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Rachel Kosmal McCart is a lifelong horsewoman and the founder of Equine Legal Solutions, PC, an equine law firm based in the Portland, Oregon area. Rachel is a member of the New York, California, Oregon and Washington State bars and is admitted to practice before the U.S. District Court for the District of Oregon and the U.S. District Court for the Central District of California. Rachel currently competes in three-day eventing.

Friday, January 28, 2011

Proposed Law Has Big Impact on Oregon Horse Owners

On January 10, 2011, the Oregon State Senate Interim Committee on Business and Transportation introduced Senate Bill 262.  The bill is very far-reaching and includes several requirements likely to affect nearly every Oregon horse owner.  The main points of the bill are set forth below.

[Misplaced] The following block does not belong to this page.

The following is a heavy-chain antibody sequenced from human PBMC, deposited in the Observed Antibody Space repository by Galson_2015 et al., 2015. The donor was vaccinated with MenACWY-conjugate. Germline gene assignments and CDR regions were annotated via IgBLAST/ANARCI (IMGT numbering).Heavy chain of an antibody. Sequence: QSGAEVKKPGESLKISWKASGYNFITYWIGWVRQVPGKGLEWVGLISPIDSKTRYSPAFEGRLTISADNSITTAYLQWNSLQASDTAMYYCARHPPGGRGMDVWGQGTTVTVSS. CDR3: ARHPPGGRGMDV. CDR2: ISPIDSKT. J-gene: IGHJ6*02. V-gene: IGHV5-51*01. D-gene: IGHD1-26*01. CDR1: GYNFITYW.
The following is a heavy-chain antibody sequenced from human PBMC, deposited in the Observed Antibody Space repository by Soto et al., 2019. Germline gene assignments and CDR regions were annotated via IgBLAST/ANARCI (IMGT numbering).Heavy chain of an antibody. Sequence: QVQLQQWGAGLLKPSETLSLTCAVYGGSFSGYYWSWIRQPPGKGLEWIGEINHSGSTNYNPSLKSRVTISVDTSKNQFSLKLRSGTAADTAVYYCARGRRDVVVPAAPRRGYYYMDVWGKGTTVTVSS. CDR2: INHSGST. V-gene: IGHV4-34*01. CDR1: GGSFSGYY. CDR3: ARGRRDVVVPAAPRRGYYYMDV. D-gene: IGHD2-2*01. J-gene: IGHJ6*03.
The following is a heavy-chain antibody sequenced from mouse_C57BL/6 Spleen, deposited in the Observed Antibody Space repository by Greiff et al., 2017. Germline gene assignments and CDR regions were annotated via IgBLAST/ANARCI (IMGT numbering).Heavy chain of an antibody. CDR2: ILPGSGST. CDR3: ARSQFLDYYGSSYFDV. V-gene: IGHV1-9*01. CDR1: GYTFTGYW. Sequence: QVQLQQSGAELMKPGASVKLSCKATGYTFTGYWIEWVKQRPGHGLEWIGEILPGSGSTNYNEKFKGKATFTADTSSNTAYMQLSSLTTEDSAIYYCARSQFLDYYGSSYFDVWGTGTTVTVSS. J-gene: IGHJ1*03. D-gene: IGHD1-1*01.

Update - Current Status

Word from Oregon State Senator Mark Hess' office is:

"At this time, the bill has been referred to the Senate Committee on Environment and Natural Resources, but the Chair does not plan to schedule the bill for a hearing"

Note that this does not mean the bill is officially "dead," as the original sponsor of the bill has been quoted as saying.   Also, controversial bills have a habit of coming back in different forms later on - this bill has already been raised once before.

Horse Licensing
  • Oregon horse owners would be required to apply to the state ag department for an "ownership certificate" for each of their horses.
  • The "ownership certificate" would cost up to $100 per horse.
  • The application would include the owner's name and contact information, as well as a copy of the horse's registration papers (if any), the horse's location, and the horse's age, color, markings and other identifying information.
  • The only exemption is for horses in Oregon less than 30 days.